Saturday 5th July
Saturday, and it was our first full day in Freiburg today. If we have one complaint about the Hotel Am Rathaus (right in the centre of old Freiburg), it's that at this time of year, it could really do with a smidgeon of air conditioning: Freiburg is a long way down Germany, barely north of Switzerland, and it can get hot and sticky in high summer. So, we're a little short of sleep.
Our hotel is on the little square outside the town hall (or Rathaus, as English speakers are amused to discover). There's a small festival in that square, with food and beer stalls, and a stage, and at first we think the Weinfest must have spread, but it doesn't appear to be anything to do with it.
We wandered out through the streets of the old town, heading uphill towards the Schlossberg (a steep ridge that intrudes into the city and upon which there was once an impressive fortress). We've never been up it before, and it takes us a while to work out how to get over the busy road that runs along its base, and start up its slopes. But, after failing to get over the bridge that leads into the carpark (we later discover that there is a pedestrian bridge one level higher), we find a bridge just by the Schwarben Tor (I think I have that name right). This leads to a metalled track leading up the forested slope.
This is where the Black Forest meets the Rhine valley.
It's quite a climb up the track. Happily, there's no traffic, though at one point we do encounter a bunch of cyclists just as they're about to hurtle down. But the sun shines in through the trees, and the helicopter buzzes back and forth over the ridge (always the same one, as far as we can tell), and if we weren't in the shade, we'd be getting really hot and sweaty, but we're not, so its just relaxing.
On the upper slope, we're walking a path with nettles crowding both sides. But they're not stingers, thankfully, and the path isn't as steep as the one in Miyajima (hairpins are much easier, even if longer, than a straight path with steps). As we get to the top, we see the Schlossbergturm, a fascinatingly constructed tower of steel and wood that rises above the treetops. Unfortunately for me, I have a fear of heights, and only got two thirds of the way up it, so didn't see the view from the top.
From the top of that ridge, you can see down into another valley containing more of the city.
After a while, we wander down off the ridge. About half way down is a restaurant called Dattler's, where we stop for lunch. Well, the thought of a beer or two after the walk is the most tempting part, but we sit out on the terrace under large parasols and eat a nice three course lunch while enjoying a stunning view out over the Rhine valley towards France. Service is good, the food excellent, and with a view to kill for, one can understand how, despite being a distance outside the city, they have no shortage of custom. It's a wonderful place to sit, sipping beer, and let the stress drain out of you.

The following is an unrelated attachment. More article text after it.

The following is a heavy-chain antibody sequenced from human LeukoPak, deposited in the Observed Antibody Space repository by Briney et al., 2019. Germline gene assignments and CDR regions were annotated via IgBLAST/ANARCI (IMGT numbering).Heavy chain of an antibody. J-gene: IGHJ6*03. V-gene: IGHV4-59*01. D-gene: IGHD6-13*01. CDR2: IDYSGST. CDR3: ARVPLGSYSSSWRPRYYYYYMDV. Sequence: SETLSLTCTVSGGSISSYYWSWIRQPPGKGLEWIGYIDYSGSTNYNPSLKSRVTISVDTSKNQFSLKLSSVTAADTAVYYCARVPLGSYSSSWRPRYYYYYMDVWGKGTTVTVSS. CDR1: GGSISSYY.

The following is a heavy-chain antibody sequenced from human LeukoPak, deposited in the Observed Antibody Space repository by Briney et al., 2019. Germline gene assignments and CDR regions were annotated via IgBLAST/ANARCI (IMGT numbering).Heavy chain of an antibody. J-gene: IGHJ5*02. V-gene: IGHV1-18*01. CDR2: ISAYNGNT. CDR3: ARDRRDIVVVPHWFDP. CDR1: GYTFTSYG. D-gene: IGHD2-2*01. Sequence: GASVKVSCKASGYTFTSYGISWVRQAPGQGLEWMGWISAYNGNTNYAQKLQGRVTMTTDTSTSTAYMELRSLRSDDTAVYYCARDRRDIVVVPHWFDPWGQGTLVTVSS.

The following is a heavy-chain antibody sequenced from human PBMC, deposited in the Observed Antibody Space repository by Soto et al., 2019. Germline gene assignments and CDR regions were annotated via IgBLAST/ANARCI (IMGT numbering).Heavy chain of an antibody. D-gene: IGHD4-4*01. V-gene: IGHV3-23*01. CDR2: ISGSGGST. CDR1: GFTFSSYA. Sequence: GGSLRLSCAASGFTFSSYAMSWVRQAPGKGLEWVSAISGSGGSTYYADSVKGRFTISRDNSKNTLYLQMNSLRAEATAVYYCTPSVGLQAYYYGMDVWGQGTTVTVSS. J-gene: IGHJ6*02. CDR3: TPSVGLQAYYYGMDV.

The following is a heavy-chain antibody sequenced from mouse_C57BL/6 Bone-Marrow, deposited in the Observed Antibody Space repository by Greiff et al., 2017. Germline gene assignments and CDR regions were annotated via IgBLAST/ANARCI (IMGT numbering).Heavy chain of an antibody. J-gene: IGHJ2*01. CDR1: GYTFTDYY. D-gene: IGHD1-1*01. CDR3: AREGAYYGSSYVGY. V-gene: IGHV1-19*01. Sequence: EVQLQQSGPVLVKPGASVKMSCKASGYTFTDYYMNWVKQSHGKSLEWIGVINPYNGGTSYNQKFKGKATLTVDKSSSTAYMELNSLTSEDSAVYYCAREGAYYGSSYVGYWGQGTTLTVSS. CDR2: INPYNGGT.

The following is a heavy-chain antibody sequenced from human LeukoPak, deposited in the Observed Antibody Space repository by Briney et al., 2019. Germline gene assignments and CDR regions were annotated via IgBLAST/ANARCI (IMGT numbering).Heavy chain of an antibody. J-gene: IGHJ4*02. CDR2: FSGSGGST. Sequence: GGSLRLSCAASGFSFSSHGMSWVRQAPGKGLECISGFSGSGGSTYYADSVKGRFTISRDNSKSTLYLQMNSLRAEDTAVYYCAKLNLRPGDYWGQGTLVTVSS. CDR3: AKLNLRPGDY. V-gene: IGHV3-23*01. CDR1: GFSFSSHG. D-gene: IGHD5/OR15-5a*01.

And then back down into town. The market that takes place round the Munster is packing up - just too late for us to buy some of the milk from the relevant stall - but there aren't many of the stalls for the wine festival open yet. But it's a glorious day, and we start tasting. The way you do it is to go up to one of the stands, pick a wine, and pay for it. You need something to drink it from, so you also pay for a glass, €1.50, but you can keep it, or hand it back to get your deposit back. The glasses are nicely shaped, and have a distinctive design, though this year they had an extra design on the obverse that you won't see in this picture (which was from two years ago - picture thanks to dduane).
You order the wine in 1 dl units (so a tenth of a litre, or a smallish glass). By ordering two different wines each time, we managed to taste quite a lot of different wines.
And after that, it's a bit of a haze ... though at one stage, we're wandering round the Munster to its other side and end up pausing because there's a damn good band on stage, doing pretty good cover versions of Dire Straits, Pink Floyd, etc. We ask 'ist frei?' to some people on a table where there are a couple of empty seats, they say yes, and we end up chatting. Turns out they're Danes, on their 'last holiday'. And there are three English further up, from the North West, and we're sharing bottles of wine, and the camaraderie is just wonderful.